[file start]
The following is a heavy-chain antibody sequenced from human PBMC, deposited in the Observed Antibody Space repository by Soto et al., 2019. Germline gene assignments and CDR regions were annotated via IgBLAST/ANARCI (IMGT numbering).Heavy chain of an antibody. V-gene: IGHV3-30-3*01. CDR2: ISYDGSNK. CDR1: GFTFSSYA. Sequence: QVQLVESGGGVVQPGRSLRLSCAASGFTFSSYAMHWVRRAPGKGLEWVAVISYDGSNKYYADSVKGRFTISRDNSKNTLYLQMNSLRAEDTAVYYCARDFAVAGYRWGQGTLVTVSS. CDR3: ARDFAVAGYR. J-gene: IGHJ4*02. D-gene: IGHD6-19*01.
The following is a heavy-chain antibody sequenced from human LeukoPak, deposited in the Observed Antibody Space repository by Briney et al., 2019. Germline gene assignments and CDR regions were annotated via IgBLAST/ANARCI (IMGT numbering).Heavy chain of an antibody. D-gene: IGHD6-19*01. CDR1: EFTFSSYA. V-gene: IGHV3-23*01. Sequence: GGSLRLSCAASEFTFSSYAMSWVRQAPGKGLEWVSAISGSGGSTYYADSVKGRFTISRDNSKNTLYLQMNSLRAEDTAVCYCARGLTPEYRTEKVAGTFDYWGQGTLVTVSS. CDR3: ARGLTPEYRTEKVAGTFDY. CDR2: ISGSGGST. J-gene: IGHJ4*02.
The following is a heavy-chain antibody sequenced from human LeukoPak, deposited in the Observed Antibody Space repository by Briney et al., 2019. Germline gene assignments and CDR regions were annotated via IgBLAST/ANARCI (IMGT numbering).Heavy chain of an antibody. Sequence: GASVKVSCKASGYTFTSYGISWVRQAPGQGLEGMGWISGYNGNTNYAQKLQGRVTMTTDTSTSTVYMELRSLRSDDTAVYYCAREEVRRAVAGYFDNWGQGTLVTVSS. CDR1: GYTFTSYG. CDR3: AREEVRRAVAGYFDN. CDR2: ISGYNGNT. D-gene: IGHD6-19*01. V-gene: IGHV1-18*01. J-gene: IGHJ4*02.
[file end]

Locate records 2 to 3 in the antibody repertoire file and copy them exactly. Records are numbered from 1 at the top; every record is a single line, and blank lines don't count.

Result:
The following is a heavy-chain antibody sequenced from human LeukoPak, deposited in the Observed Antibody Space repository by Briney et al., 2019. Germline gene assignments and CDR regions were annotated via IgBLAST/ANARCI (IMGT numbering).Heavy chain of an antibody. D-gene: IGHD6-19*01. CDR1: EFTFSSYA. V-gene: IGHV3-23*01. Sequence: GGSLRLSCAASEFTFSSYAMSWVRQAPGKGLEWVSAISGSGGSTYYADSVKGRFTISRDNSKNTLYLQMNSLRAEDTAVCYCARGLTPEYRTEKVAGTFDYWGQGTLVTVSS. CDR3: ARGLTPEYRTEKVAGTFDY. CDR2: ISGSGGST. J-gene: IGHJ4*02.
The following is a heavy-chain antibody sequenced from human LeukoPak, deposited in the Observed Antibody Space repository by Briney et al., 2019. Germline gene assignments and CDR regions were annotated via IgBLAST/ANARCI (IMGT numbering).Heavy chain of an antibody. Sequence: GASVKVSCKASGYTFTSYGISWVRQAPGQGLEGMGWISGYNGNTNYAQKLQGRVTMTTDTSTSTVYMELRSLRSDDTAVYYCAREEVRRAVAGYFDNWGQGTLVTVSS. CDR1: GYTFTSYG. CDR3: AREEVRRAVAGYFDN. CDR2: ISGYNGNT. D-gene: IGHD6-19*01. V-gene: IGHV1-18*01. J-gene: IGHJ4*02.